Endangered bettongs return to SA after more than a century
The burrowing bettong has been hauled back from the brink of extinction. Photo: Australian Wildlife Conservancy
A group of tiny endangered marsupials have been reintroduced to South Australia after the species disappeared from the mainland more than 100 years ago.
The brush-tailed bettong once occupied more than 60 per cent of mainland Australia but the species was pushed to the brink of extinction by predators like feral cats and foxes.
Bettongs, also known as woylies, have since survived in small pockets of Western Australia, inside fenced animal sanctuaries and small islands off the coast of SA.
This week 40 of the rare marsupials were released across two sites at Dhilba Guuranda-Innes National Park on the Yorke Peninsula, as part of the Marna Banggara national rewilding project.
Twelve males and 28 females have been relocated from Wedge Island, which is home to 1500 brush-tailed bettongs.
They will be protected from predators by a 25-kilometre fence designed to exclude foxes and feral cats.
The species plays an important role as “nature’s gardener” by spreading plant seeds and digging up tonnes of dirt and leaf litter each year, which helps native plants grow by improving water infiltration and nutrient cycling.
Cute little diggers
“These amazing animals turn over soil at night as they forage for fungi which in turn provides a multitude of benefits like soil aeration,” federal environment minister Sussan Ley said.
“The brush-tailed bettong is the first of a number of species that will be reintroduced, including the southern brown bandicoot, red-tailed phascogale, western quoll and barn owl.”
Most of the bettongs have been fitted with radio-tracking collars to help researchers monitor their progress.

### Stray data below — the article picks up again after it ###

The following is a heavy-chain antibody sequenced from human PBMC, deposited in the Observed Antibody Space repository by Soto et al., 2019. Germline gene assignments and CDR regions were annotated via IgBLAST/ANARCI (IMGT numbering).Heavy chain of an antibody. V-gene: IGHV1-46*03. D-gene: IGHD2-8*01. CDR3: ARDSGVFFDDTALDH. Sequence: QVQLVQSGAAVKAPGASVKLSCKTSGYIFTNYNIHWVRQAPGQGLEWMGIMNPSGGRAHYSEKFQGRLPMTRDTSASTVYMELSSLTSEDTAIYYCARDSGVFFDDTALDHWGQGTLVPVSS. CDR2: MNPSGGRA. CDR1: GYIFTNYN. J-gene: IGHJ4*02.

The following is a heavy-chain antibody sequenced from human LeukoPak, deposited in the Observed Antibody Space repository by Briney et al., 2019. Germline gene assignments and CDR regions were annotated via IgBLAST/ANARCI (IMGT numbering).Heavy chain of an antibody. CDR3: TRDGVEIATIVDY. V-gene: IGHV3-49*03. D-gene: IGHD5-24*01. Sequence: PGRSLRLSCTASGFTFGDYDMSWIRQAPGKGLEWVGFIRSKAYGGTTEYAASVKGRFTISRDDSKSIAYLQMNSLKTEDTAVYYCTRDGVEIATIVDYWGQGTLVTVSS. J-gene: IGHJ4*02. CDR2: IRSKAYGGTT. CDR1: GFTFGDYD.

“We’ll monitor their movements and hopefully see that they are thriving in their new home,” Zoos SA conservation manager Liberty Olds said.
If successful, Marna Banggara may become a model for transforming landscapes in other parts of Australia.
“This project is about helping nature to help itself,” WWF Australia Healthy Land and Seascapes head Darren Grover said.
“Many of our native plants need native animals to survive and thrive, so when we restore lost species to the landscape, we help to regenerate Australia and re-establish the relationships that allow nature to flourish.”
Northern and Yorke Landscape Board chair Caroline Schaefer said it’s hoped the marsupial’s release will bring flow-on benefits to tourism and farm production in the wider York Peninsula community.
The project is jointly funded through the federal government’s National Landcare Program, the Northern and Yorke Landscape Board, SA’s Department for Environment and Water, WWF Australia and the Foundation for National Parks and Wildlife.
It is in partnership with the Narungga Nation Aboriginal Corporation and Traditional Custodians, the Narungga people.